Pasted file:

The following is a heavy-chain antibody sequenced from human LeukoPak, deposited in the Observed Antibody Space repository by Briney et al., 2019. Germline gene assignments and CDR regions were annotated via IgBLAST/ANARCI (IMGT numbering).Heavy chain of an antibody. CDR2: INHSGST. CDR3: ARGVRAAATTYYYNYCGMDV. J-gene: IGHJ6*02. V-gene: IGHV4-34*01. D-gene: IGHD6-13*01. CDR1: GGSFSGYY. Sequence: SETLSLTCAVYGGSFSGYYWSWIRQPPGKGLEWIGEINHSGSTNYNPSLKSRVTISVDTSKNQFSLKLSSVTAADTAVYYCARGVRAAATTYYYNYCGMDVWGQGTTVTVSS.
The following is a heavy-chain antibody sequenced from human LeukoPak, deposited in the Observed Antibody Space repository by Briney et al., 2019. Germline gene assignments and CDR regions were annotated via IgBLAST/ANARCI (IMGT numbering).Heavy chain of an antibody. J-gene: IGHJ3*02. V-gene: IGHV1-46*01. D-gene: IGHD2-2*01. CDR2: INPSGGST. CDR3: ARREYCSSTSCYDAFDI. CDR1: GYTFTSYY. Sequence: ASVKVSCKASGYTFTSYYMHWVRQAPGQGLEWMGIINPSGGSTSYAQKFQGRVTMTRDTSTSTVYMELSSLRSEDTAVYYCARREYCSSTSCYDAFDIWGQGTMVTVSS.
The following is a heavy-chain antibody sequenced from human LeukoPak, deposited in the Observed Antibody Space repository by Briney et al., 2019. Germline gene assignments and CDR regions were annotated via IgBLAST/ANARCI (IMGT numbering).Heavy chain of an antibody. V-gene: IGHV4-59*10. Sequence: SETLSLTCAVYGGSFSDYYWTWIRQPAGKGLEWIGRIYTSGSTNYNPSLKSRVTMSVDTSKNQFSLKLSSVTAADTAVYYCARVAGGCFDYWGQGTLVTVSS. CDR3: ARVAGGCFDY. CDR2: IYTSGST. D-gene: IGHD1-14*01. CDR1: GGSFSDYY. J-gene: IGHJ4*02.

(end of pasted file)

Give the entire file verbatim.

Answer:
The following is a heavy-chain antibody sequenced from human LeukoPak, deposited in the Observed Antibody Space repository by Briney et al., 2019. Germline gene assignments and CDR regions were annotated via IgBLAST/ANARCI (IMGT numbering).Heavy chain of an antibody. CDR2: INHSGST. CDR3: ARGVRAAATTYYYNYCGMDV. J-gene: IGHJ6*02. V-gene: IGHV4-34*01. D-gene: IGHD6-13*01. CDR1: GGSFSGYY. Sequence: SETLSLTCAVYGGSFSGYYWSWIRQPPGKGLEWIGEINHSGSTNYNPSLKSRVTISVDTSKNQFSLKLSSVTAADTAVYYCARGVRAAATTYYYNYCGMDVWGQGTTVTVSS.
The following is a heavy-chain antibody sequenced from human LeukoPak, deposited in the Observed Antibody Space repository by Briney et al., 2019. Germline gene assignments and CDR regions were annotated via IgBLAST/ANARCI (IMGT numbering).Heavy chain of an antibody. J-gene: IGHJ3*02. V-gene: IGHV1-46*01. D-gene: IGHD2-2*01. CDR2: INPSGGST. CDR3: ARREYCSSTSCYDAFDI. CDR1: GYTFTSYY. Sequence: ASVKVSCKASGYTFTSYYMHWVRQAPGQGLEWMGIINPSGGSTSYAQKFQGRVTMTRDTSTSTVYMELSSLRSEDTAVYYCARREYCSSTSCYDAFDIWGQGTMVTVSS.
The following is a heavy-chain antibody sequenced from human LeukoPak, deposited in the Observed Antibody Space repository by Briney et al., 2019. Germline gene assignments and CDR regions were annotated via IgBLAST/ANARCI (IMGT numbering).Heavy chain of an antibody. V-gene: IGHV4-59*10. Sequence: SETLSLTCAVYGGSFSDYYWTWIRQPAGKGLEWIGRIYTSGSTNYNPSLKSRVTMSVDTSKNQFSLKLSSVTAADTAVYYCARVAGGCFDYWGQGTLVTVSS. CDR3: ARVAGGCFDY. CDR2: IYTSGST. D-gene: IGHD1-14*01. CDR1: GGSFSDYY. J-gene: IGHJ4*02.